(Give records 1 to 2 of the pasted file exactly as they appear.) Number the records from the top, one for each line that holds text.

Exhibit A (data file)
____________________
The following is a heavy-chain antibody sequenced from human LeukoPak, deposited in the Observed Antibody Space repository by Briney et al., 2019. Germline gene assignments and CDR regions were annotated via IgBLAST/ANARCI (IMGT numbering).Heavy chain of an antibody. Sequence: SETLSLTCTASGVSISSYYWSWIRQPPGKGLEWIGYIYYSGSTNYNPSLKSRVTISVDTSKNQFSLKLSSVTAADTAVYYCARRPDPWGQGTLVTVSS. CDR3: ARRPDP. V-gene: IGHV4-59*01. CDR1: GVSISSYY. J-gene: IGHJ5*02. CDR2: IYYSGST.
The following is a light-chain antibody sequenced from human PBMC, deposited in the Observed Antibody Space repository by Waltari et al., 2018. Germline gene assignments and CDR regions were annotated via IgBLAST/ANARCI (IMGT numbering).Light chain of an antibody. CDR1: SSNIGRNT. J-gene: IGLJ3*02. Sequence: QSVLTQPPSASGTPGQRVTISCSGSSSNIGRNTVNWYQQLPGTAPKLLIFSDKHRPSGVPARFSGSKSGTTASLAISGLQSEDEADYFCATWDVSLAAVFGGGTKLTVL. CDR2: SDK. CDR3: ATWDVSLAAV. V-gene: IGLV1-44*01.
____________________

The following is a heavy-chain antibody sequenced from human LeukoPak, deposited in the Observed Antibody Space repository by Briney et al., 2019. Germline gene assignments and CDR regions were annotated via IgBLAST/ANARCI (IMGT numbering).Heavy chain of an antibody. Sequence: SETLSLTCTASGVSISSYYWSWIRQPPGKGLEWIGYIYYSGSTNYNPSLKSRVTISVDTSKNQFSLKLSSVTAADTAVYYCARRPDPWGQGTLVTVSS. CDR3: ARRPDP. V-gene: IGHV4-59*01. CDR1: GVSISSYY. J-gene: IGHJ5*02. CDR2: IYYSGST.
The following is a light-chain antibody sequenced from human PBMC, deposited in the Observed Antibody Space repository by Waltari et al., 2018. Germline gene assignments and CDR regions were annotated via IgBLAST/ANARCI (IMGT numbering).Light chain of an antibody. CDR1: SSNIGRNT. J-gene: IGLJ3*02. Sequence: QSVLTQPPSASGTPGQRVTISCSGSSSNIGRNTVNWYQQLPGTAPKLLIFSDKHRPSGVPARFSGSKSGTTASLAISGLQSEDEADYFCATWDVSLAAVFGGGTKLTVL. CDR2: SDK. CDR3: ATWDVSLAAV. V-gene: IGLV1-44*01.